Many of you now probably use the pocket calculator type apps available for “smart” phones, as we once used a pocket calculator. At the time, the pocket calculator was a Godsend for the math impaired. Those who were not confident of their math accuracy found that the calculator delivered us from the wrong answers. About 25 years ago, I mentioned my problems with math phobia to my late friend and computer mentor Murry Ecker. Murry said that it so happened that another friend of his, who belonged to the local Astronomy club, had introduced him to APL. Murry told me APL might help me with my problems. He gave me a floppy disk with a copy of I-APL.
APL stands for A Programming Language. APL was developed by Dr. Kenneth Iverson. It was first used on IBM mainframe computers and accessed by computer terminals. It required a custom terminal with a special set of symbols. Dr. Iverson had an unusual background. He grew up on a farm in the province of Alberta, Canada. During high school, he was pulled out of school so that he could do his farm chores. At night, he studied Calculus. He served in the Royal Canadian Air Force in World War II and eventually found his way into the Ph.D. program at Harvard in Mathematics. Later, he worked on further development of APL at IBM.
APL became the standard programming language for advanced mathematics in the mainframe era. It is still used today in certain insurance and financial applications.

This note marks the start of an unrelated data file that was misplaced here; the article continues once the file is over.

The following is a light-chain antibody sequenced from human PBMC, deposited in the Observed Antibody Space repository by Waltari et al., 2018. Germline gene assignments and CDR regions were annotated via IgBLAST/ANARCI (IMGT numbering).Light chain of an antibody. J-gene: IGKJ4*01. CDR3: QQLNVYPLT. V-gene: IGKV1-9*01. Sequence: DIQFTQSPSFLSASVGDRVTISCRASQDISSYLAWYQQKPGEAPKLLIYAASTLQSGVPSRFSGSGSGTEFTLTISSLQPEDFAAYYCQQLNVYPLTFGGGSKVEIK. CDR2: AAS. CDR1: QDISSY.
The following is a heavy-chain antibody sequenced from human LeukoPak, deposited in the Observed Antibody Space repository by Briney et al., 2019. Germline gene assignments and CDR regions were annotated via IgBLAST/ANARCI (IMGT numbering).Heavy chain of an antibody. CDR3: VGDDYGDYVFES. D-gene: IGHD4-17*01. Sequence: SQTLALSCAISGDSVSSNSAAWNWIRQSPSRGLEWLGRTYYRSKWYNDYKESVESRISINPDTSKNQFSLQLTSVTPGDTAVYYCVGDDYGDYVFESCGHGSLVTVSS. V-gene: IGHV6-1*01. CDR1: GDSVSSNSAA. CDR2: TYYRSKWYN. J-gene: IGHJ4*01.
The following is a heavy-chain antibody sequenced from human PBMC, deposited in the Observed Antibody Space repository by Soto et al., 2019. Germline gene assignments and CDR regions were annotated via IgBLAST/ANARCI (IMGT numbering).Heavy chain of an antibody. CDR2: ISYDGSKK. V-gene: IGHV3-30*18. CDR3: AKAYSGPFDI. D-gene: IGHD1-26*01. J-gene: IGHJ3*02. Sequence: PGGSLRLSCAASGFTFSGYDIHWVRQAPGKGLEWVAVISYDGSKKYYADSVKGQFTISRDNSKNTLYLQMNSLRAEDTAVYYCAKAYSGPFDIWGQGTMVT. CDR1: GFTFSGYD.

During the 1980’s, British APL Association, an organization of math teachers in Britain, ported APL to a variety of home computer operating systems including DOS. I still occasionally use the DOS version of I-APL. If you have a computer with DOSBox or other MS-DOS emulator, conceivably you could still use I-APL. But it’s almost impossible to find the books you need to learn how to use it.
About the time I was learning I-APL, Dr. Iverson was finishing up the development of J. J was the improved version of APL that eliminanted the special symbols used in APL. J uses the ASCII symbol set available on standard keyboards. Most of the British APL users moved to J. In this discussion, so shall we.
In the next post, I’ll show you how to use a few simple commands to create a multiplication or times table. You can use this to bone up on things you should have learned by the third grade, and at the same time show you the advanced matrix mathematics capabilities of J.